Tower Infill Design in the High Park Neighbourhood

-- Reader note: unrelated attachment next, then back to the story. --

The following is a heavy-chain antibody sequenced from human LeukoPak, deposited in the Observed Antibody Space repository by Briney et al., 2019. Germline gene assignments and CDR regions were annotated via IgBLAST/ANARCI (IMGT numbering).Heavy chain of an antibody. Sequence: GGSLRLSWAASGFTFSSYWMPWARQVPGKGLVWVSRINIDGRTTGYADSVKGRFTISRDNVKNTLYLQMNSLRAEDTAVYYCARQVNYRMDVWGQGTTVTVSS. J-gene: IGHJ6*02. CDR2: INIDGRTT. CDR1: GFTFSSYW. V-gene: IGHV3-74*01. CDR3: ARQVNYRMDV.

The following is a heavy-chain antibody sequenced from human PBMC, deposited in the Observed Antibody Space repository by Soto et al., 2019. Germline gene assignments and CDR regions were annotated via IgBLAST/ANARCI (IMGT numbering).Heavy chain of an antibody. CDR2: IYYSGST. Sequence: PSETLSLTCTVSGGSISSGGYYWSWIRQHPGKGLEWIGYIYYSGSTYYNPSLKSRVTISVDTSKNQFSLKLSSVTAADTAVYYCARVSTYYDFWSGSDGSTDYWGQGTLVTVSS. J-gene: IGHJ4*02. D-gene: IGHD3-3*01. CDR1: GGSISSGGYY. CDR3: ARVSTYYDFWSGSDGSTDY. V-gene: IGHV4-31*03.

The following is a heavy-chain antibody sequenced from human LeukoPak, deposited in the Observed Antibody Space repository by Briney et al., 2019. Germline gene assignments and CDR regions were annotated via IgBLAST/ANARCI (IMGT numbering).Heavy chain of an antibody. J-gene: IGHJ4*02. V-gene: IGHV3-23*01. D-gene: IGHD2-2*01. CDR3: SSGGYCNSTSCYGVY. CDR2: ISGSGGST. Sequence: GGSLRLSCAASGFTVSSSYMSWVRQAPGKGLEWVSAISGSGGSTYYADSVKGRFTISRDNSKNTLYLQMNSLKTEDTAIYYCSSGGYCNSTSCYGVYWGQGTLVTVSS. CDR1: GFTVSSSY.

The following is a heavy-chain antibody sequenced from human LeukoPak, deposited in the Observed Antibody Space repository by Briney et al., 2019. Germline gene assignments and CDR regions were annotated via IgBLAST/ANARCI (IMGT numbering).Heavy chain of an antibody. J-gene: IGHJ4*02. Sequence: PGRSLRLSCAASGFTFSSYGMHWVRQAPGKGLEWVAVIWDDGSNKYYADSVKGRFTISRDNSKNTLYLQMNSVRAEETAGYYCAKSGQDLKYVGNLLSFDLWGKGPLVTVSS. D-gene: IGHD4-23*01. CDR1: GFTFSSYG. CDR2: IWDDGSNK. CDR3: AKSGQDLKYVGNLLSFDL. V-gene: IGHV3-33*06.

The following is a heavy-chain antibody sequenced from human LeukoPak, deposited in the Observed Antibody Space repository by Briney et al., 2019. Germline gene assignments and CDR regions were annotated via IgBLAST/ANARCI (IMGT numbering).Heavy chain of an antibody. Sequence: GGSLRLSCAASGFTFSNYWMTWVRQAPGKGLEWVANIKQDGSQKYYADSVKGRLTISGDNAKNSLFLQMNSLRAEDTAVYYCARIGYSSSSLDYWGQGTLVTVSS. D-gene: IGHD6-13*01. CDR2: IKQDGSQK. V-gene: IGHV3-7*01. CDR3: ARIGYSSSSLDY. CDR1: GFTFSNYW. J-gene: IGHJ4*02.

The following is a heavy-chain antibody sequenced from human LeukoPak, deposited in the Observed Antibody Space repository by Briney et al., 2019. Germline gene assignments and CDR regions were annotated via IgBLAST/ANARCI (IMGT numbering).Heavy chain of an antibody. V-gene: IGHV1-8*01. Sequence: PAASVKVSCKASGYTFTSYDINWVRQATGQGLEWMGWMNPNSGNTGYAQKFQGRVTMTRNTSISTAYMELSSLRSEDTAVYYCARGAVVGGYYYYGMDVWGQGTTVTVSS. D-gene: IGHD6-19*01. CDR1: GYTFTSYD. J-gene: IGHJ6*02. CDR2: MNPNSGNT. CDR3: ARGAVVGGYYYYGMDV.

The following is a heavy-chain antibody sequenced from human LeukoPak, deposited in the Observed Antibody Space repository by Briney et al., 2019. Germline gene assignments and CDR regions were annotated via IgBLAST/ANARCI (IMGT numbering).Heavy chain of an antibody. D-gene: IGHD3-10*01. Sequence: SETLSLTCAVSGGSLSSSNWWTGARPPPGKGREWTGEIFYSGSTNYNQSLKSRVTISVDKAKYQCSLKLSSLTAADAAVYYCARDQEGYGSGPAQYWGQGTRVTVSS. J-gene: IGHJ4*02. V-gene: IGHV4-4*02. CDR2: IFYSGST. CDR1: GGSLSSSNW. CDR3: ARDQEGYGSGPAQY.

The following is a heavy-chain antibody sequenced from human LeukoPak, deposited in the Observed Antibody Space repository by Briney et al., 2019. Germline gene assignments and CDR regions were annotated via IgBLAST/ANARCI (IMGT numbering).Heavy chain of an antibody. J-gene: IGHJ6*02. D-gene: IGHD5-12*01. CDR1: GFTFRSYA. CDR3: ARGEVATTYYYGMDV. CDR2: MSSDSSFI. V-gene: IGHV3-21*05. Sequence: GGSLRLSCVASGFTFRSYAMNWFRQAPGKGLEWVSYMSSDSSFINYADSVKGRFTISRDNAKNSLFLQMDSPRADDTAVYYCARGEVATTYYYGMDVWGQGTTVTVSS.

The High Park neighbourhood in Toronto has recently been experiencing an influx of infill development proposals. This project will critically analyze the built form of the neighbourhood along with the existing proposals and the City policies which provide guidelines for them. The specific research question that will be answered will be whether or not the High Park neighbourhood's new tower infill proposals are appropriately designed to integrate the newly built form into the existing urban fabric. The City’s existing and proposed policies are hanging onto the ideal of towers-in-the-park as a means of preserving character, while hindering their options for alternatives to high-rise infill. I have found that these policies limit what can be done in terms of built form, and as such find myself criticizing the provisions for infill development as the root of the problem. While the current proposals are questionable, as they seek approval based on claiming to fit in with the existing high-rise built form, and don’t represent sound planning and urban design as I understand it from urban design literature, I believe instead that the lamentable state of the proposals is due to the City’s policies and regulations—the proposals are a reflection of what is envisioned by the policies. The findings of this analysis have shown that the most appropriate form of high-density infill development for the High Park apartment neighbourhood is mid-rise infill, with low-rise townhomes at-grade. The study area is dominated by existing high-rise towers and presents a drastic lack of transition in scale to the adjacent low-rise neighbourhoods. By utilizing alternatives to high-rise infill it is possible to achieve comparable levels of density while maintaining adequate levels of open space, and further transforming the built environment to enhance the public realm. Low-rise and mid-rise infill will provide the necessary transition in scale that the area is lacking and will present opportunities to help the existing tower-in-the-park sites interact with the public realm.